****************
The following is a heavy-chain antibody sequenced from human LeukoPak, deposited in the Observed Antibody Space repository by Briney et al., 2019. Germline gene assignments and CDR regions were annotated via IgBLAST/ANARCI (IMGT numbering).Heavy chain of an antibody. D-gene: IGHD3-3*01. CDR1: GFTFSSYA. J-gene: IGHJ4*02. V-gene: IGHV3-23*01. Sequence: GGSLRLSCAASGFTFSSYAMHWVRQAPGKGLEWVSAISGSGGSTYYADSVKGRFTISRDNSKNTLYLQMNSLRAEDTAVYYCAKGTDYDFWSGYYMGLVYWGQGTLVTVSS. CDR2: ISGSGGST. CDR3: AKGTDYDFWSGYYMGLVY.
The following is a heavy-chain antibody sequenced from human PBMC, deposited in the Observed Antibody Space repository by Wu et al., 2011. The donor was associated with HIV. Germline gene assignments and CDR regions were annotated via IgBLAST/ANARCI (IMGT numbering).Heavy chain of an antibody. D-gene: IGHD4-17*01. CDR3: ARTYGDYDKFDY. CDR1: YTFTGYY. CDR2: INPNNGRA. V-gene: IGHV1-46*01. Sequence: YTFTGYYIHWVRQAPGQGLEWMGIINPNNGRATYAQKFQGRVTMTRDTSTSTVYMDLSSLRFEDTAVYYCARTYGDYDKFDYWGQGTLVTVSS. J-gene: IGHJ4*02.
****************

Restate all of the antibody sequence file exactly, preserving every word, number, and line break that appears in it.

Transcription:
The following is a heavy-chain antibody sequenced from human LeukoPak, deposited in the Observed Antibody Space repository by Briney et al., 2019. Germline gene assignments and CDR regions were annotated via IgBLAST/ANARCI (IMGT numbering).Heavy chain of an antibody. D-gene: IGHD3-3*01. CDR1: GFTFSSYA. J-gene: IGHJ4*02. V-gene: IGHV3-23*01. Sequence: GGSLRLSCAASGFTFSSYAMHWVRQAPGKGLEWVSAISGSGGSTYYADSVKGRFTISRDNSKNTLYLQMNSLRAEDTAVYYCAKGTDYDFWSGYYMGLVYWGQGTLVTVSS. CDR2: ISGSGGST. CDR3: AKGTDYDFWSGYYMGLVY.
The following is a heavy-chain antibody sequenced from human PBMC, deposited in the Observed Antibody Space repository by Wu et al., 2011. The donor was associated with HIV. Germline gene assignments and CDR regions were annotated via IgBLAST/ANARCI (IMGT numbering).Heavy chain of an antibody. D-gene: IGHD4-17*01. CDR3: ARTYGDYDKFDY. CDR1: YTFTGYY. CDR2: INPNNGRA. V-gene: IGHV1-46*01. Sequence: YTFTGYYIHWVRQAPGQGLEWMGIINPNNGRATYAQKFQGRVTMTRDTSTSTVYMDLSSLRFEDTAVYYCARTYGDYDKFDYWGQGTLVTVSS. J-gene: IGHJ4*02.